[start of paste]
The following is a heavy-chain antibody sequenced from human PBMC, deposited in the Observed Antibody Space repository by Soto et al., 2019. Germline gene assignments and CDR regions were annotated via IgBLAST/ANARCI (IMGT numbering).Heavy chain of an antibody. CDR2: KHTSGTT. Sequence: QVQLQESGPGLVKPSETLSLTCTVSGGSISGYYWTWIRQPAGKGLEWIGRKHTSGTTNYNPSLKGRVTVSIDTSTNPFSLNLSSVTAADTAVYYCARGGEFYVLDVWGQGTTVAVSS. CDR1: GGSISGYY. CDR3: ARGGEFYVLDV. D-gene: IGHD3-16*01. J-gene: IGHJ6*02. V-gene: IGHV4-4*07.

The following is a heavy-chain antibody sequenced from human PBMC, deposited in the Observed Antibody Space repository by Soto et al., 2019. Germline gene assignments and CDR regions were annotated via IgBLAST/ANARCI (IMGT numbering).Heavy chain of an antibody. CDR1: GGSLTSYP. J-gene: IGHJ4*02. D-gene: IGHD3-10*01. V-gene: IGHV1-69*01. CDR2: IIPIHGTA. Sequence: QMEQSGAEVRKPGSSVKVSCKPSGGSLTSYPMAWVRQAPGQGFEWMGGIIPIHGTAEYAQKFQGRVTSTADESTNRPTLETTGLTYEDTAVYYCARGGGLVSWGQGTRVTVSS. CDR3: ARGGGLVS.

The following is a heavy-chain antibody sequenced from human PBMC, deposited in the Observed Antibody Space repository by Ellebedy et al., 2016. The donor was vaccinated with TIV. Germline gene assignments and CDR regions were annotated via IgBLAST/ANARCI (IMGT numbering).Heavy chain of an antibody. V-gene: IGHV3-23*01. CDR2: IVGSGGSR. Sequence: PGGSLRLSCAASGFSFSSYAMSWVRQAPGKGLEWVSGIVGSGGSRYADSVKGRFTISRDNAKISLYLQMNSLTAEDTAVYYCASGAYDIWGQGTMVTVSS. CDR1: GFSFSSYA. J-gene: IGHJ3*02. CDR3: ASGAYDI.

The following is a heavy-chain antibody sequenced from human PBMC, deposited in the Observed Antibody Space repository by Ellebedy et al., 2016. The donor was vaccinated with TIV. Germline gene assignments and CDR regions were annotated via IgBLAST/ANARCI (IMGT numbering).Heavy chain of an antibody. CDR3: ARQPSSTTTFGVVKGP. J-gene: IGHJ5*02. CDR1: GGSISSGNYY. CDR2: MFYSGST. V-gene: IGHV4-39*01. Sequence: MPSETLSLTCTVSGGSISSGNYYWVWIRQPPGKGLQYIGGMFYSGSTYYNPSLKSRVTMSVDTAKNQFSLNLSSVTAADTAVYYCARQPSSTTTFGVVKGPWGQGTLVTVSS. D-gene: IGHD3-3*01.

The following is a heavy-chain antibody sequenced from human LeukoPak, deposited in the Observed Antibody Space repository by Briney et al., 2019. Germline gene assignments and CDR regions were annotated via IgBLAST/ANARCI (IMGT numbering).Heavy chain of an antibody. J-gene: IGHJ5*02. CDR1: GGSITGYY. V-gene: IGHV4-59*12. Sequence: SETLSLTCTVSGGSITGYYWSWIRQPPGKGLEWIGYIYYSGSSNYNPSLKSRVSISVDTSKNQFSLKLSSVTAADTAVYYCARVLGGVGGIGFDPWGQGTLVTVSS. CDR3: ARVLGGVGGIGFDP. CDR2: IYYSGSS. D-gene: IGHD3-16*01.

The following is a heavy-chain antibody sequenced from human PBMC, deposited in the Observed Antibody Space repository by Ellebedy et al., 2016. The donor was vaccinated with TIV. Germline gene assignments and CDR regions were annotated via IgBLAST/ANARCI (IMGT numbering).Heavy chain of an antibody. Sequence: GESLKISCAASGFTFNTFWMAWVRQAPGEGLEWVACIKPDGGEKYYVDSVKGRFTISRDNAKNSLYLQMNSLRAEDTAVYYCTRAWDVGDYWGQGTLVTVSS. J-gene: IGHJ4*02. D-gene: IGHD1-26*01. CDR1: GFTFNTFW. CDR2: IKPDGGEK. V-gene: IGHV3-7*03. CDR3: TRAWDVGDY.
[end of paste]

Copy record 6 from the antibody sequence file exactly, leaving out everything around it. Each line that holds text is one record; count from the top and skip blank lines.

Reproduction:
The following is a heavy-chain antibody sequenced from human PBMC, deposited in the Observed Antibody Space repository by Ellebedy et al., 2016. The donor was vaccinated with TIV. Germline gene assignments and CDR regions were annotated via IgBLAST/ANARCI (IMGT numbering).Heavy chain of an antibody. Sequence: GESLKISCAASGFTFNTFWMAWVRQAPGEGLEWVACIKPDGGEKYYVDSVKGRFTISRDNAKNSLYLQMNSLRAEDTAVYYCTRAWDVGDYWGQGTLVTVSS. J-gene: IGHJ4*02. D-gene: IGHD1-26*01. CDR1: GFTFNTFW. CDR2: IKPDGGEK. V-gene: IGHV3-7*03. CDR3: TRAWDVGDY.